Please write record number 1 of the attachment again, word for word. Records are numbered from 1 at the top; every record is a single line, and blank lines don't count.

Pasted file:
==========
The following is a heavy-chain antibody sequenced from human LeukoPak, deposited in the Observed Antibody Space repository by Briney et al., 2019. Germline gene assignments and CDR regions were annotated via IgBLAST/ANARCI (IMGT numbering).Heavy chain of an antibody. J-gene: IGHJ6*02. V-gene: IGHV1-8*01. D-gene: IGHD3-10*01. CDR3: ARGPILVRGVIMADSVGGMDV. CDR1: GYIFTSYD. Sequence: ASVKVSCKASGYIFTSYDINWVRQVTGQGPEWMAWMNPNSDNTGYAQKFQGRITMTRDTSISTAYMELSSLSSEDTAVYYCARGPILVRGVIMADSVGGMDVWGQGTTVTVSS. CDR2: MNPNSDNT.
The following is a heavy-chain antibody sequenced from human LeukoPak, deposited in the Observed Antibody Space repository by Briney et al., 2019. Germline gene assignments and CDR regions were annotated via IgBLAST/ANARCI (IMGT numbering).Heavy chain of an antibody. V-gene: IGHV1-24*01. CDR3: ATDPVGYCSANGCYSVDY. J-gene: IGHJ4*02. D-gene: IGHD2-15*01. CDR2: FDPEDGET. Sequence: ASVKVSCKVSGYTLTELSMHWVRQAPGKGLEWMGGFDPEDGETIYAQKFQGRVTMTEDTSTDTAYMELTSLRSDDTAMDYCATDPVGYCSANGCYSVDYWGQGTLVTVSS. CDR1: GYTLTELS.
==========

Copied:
The following is a heavy-chain antibody sequenced from human LeukoPak, deposited in the Observed Antibody Space repository by Briney et al., 2019. Germline gene assignments and CDR regions were annotated via IgBLAST/ANARCI (IMGT numbering).Heavy chain of an antibody. J-gene: IGHJ6*02. V-gene: IGHV1-8*01. D-gene: IGHD3-10*01. CDR3: ARGPILVRGVIMADSVGGMDV. CDR1: GYIFTSYD. Sequence: ASVKVSCKASGYIFTSYDINWVRQVTGQGPEWMAWMNPNSDNTGYAQKFQGRITMTRDTSISTAYMELSSLSSEDTAVYYCARGPILVRGVIMADSVGGMDVWGQGTTVTVSS. CDR2: MNPNSDNT.